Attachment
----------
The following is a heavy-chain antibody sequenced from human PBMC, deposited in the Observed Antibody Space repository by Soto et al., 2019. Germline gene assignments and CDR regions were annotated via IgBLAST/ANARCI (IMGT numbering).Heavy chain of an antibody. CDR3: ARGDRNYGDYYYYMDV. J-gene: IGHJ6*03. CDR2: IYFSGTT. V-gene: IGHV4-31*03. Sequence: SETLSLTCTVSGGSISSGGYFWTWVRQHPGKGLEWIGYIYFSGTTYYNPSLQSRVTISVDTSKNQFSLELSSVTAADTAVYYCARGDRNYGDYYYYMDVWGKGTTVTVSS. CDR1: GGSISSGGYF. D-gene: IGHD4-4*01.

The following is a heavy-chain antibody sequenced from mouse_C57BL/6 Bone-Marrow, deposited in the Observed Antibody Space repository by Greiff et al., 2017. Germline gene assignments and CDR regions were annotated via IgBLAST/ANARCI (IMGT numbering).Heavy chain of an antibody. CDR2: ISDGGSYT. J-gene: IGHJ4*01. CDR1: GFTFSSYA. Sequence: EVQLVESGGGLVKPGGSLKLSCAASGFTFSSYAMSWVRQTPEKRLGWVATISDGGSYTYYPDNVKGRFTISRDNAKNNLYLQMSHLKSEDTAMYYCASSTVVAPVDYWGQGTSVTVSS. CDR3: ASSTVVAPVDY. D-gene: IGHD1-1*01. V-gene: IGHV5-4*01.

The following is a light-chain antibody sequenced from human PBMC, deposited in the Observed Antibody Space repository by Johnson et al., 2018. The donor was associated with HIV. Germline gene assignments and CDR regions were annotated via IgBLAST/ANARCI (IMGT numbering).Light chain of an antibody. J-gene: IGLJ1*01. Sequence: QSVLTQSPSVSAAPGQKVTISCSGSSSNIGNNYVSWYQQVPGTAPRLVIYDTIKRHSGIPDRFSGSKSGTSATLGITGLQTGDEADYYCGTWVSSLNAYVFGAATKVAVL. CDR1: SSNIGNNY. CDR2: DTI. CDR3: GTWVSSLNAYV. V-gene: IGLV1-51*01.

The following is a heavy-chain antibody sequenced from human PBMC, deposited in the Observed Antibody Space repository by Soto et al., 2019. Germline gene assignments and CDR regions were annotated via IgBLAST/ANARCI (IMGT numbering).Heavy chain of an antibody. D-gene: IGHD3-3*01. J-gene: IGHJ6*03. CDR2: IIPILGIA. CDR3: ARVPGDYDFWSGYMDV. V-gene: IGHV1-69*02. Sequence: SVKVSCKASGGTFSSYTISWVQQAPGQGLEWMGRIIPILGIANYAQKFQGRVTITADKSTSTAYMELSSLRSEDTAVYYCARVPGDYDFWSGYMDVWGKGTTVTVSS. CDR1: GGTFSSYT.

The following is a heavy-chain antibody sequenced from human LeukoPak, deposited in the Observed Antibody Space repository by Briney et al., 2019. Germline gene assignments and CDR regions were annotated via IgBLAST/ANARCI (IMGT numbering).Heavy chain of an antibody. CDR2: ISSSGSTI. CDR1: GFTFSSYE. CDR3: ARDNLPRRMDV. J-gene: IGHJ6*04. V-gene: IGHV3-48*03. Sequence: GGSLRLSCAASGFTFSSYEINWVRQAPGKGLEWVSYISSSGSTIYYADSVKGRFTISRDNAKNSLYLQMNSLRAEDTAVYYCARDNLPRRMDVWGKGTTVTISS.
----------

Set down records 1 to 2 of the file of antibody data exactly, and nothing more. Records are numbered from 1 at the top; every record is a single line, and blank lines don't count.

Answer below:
The following is a heavy-chain antibody sequenced from human PBMC, deposited in the Observed Antibody Space repository by Soto et al., 2019. Germline gene assignments and CDR regions were annotated via IgBLAST/ANARCI (IMGT numbering).Heavy chain of an antibody. CDR3: ARGDRNYGDYYYYMDV. J-gene: IGHJ6*03. CDR2: IYFSGTT. V-gene: IGHV4-31*03. Sequence: SETLSLTCTVSGGSISSGGYFWTWVRQHPGKGLEWIGYIYFSGTTYYNPSLQSRVTISVDTSKNQFSLELSSVTAADTAVYYCARGDRNYGDYYYYMDVWGKGTTVTVSS. CDR1: GGSISSGGYF. D-gene: IGHD4-4*01.

The following is a heavy-chain antibody sequenced from mouse_C57BL/6 Bone-Marrow, deposited in the Observed Antibody Space repository by Greiff et al., 2017. Germline gene assignments and CDR regions were annotated via IgBLAST/ANARCI (IMGT numbering).Heavy chain of an antibody. CDR2: ISDGGSYT. J-gene: IGHJ4*01. CDR1: GFTFSSYA. Sequence: EVQLVESGGGLVKPGGSLKLSCAASGFTFSSYAMSWVRQTPEKRLGWVATISDGGSYTYYPDNVKGRFTISRDNAKNNLYLQMSHLKSEDTAMYYCASSTVVAPVDYWGQGTSVTVSS. CDR3: ASSTVVAPVDY. D-gene: IGHD1-1*01. V-gene: IGHV5-4*01.